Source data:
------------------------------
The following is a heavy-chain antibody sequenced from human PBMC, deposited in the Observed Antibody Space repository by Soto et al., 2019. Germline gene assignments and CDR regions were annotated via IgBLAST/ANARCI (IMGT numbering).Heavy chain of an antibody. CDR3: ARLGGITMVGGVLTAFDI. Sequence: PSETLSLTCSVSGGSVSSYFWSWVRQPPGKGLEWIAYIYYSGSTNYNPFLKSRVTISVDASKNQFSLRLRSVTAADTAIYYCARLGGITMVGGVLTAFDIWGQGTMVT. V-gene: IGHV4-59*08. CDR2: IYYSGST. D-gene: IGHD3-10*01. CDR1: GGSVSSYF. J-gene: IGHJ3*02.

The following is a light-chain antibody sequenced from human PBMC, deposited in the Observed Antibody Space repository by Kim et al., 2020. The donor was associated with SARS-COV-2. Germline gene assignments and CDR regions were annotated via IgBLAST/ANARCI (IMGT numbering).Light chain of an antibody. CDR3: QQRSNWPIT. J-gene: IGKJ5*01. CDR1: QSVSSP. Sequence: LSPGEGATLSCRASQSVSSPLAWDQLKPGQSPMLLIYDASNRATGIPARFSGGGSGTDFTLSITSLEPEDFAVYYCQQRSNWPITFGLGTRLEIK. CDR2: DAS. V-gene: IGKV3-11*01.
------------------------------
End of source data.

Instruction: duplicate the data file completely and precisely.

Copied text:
The following is a heavy-chain antibody sequenced from human PBMC, deposited in the Observed Antibody Space repository by Soto et al., 2019. Germline gene assignments and CDR regions were annotated via IgBLAST/ANARCI (IMGT numbering).Heavy chain of an antibody. CDR3: ARLGGITMVGGVLTAFDI. Sequence: PSETLSLTCSVSGGSVSSYFWSWVRQPPGKGLEWIAYIYYSGSTNYNPFLKSRVTISVDASKNQFSLRLRSVTAADTAIYYCARLGGITMVGGVLTAFDIWGQGTMVT. V-gene: IGHV4-59*08. CDR2: IYYSGST. D-gene: IGHD3-10*01. CDR1: GGSVSSYF. J-gene: IGHJ3*02.

The following is a light-chain antibody sequenced from human PBMC, deposited in the Observed Antibody Space repository by Kim et al., 2020. The donor was associated with SARS-COV-2. Germline gene assignments and CDR regions were annotated via IgBLAST/ANARCI (IMGT numbering).Light chain of an antibody. CDR3: QQRSNWPIT. J-gene: IGKJ5*01. CDR1: QSVSSP. Sequence: LSPGEGATLSCRASQSVSSPLAWDQLKPGQSPMLLIYDASNRATGIPARFSGGGSGTDFTLSITSLEPEDFAVYYCQQRSNWPITFGLGTRLEIK. CDR2: DAS. V-gene: IGKV3-11*01.